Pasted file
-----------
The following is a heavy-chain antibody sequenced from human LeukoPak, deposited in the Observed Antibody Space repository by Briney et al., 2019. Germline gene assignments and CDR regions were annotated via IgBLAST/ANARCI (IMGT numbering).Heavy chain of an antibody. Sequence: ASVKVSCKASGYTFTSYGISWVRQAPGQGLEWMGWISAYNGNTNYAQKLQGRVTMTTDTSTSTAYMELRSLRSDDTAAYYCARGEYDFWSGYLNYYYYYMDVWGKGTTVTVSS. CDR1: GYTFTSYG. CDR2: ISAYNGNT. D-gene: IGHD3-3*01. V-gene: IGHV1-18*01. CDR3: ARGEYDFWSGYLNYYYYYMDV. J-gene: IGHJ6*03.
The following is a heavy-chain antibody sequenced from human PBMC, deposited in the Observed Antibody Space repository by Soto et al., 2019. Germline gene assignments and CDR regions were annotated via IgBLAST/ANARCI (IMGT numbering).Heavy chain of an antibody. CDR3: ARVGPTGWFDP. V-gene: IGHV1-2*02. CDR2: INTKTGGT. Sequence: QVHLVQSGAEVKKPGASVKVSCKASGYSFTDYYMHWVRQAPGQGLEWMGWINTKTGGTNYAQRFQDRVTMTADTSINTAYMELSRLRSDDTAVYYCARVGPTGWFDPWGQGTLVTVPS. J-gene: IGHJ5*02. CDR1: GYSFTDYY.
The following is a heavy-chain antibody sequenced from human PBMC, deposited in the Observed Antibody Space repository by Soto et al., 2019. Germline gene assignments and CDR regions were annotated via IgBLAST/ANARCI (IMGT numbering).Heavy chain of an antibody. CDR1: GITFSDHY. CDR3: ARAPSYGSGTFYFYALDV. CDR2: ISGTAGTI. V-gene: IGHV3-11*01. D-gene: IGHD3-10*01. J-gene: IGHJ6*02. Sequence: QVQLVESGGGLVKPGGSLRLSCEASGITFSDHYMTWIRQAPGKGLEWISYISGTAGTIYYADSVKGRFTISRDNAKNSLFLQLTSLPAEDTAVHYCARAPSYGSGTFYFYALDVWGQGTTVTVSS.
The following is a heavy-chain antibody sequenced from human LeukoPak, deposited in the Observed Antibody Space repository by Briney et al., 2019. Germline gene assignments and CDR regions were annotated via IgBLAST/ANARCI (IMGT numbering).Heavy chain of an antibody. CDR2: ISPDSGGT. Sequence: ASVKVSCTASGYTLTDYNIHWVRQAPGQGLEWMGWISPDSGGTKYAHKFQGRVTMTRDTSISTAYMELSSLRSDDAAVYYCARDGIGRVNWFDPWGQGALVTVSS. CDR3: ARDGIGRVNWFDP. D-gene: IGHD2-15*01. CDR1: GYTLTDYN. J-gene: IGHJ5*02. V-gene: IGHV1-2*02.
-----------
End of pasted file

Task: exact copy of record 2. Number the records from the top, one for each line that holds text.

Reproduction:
The following is a heavy-chain antibody sequenced from human PBMC, deposited in the Observed Antibody Space repository by Soto et al., 2019. Germline gene assignments and CDR regions were annotated via IgBLAST/ANARCI (IMGT numbering).Heavy chain of an antibody. CDR3: ARVGPTGWFDP. V-gene: IGHV1-2*02. CDR2: INTKTGGT. Sequence: QVHLVQSGAEVKKPGASVKVSCKASGYSFTDYYMHWVRQAPGQGLEWMGWINTKTGGTNYAQRFQDRVTMTADTSINTAYMELSRLRSDDTAVYYCARVGPTGWFDPWGQGTLVTVPS. J-gene: IGHJ5*02. CDR1: GYSFTDYY.